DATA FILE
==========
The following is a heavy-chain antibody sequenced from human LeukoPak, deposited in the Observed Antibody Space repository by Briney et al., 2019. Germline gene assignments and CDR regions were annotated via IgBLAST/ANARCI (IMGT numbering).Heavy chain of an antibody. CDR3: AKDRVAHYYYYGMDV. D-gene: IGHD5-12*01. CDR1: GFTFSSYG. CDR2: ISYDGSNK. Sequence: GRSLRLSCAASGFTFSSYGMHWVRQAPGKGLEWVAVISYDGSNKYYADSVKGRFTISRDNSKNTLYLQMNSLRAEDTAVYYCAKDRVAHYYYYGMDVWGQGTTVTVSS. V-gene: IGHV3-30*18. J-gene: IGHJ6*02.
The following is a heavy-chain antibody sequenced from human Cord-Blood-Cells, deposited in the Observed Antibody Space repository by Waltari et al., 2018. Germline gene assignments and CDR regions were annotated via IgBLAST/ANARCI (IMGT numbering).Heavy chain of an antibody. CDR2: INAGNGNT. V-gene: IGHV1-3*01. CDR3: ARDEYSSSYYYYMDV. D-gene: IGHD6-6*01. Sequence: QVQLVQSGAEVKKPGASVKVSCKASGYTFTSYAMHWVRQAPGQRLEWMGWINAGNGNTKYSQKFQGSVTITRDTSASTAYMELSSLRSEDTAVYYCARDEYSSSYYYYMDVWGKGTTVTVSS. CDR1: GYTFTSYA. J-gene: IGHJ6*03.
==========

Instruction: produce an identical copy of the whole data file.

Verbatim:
The following is a heavy-chain antibody sequenced from human LeukoPak, deposited in the Observed Antibody Space repository by Briney et al., 2019. Germline gene assignments and CDR regions were annotated via IgBLAST/ANARCI (IMGT numbering).Heavy chain of an antibody. CDR3: AKDRVAHYYYYGMDV. D-gene: IGHD5-12*01. CDR1: GFTFSSYG. CDR2: ISYDGSNK. Sequence: GRSLRLSCAASGFTFSSYGMHWVRQAPGKGLEWVAVISYDGSNKYYADSVKGRFTISRDNSKNTLYLQMNSLRAEDTAVYYCAKDRVAHYYYYGMDVWGQGTTVTVSS. V-gene: IGHV3-30*18. J-gene: IGHJ6*02.
The following is a heavy-chain antibody sequenced from human Cord-Blood-Cells, deposited in the Observed Antibody Space repository by Waltari et al., 2018. Germline gene assignments and CDR regions were annotated via IgBLAST/ANARCI (IMGT numbering).Heavy chain of an antibody. CDR2: INAGNGNT. V-gene: IGHV1-3*01. CDR3: ARDEYSSSYYYYMDV. D-gene: IGHD6-6*01. Sequence: QVQLVQSGAEVKKPGASVKVSCKASGYTFTSYAMHWVRQAPGQRLEWMGWINAGNGNTKYSQKFQGSVTITRDTSASTAYMELSSLRSEDTAVYYCARDEYSSSYYYYMDVWGKGTTVTVSS. CDR1: GYTFTSYA. J-gene: IGHJ6*03.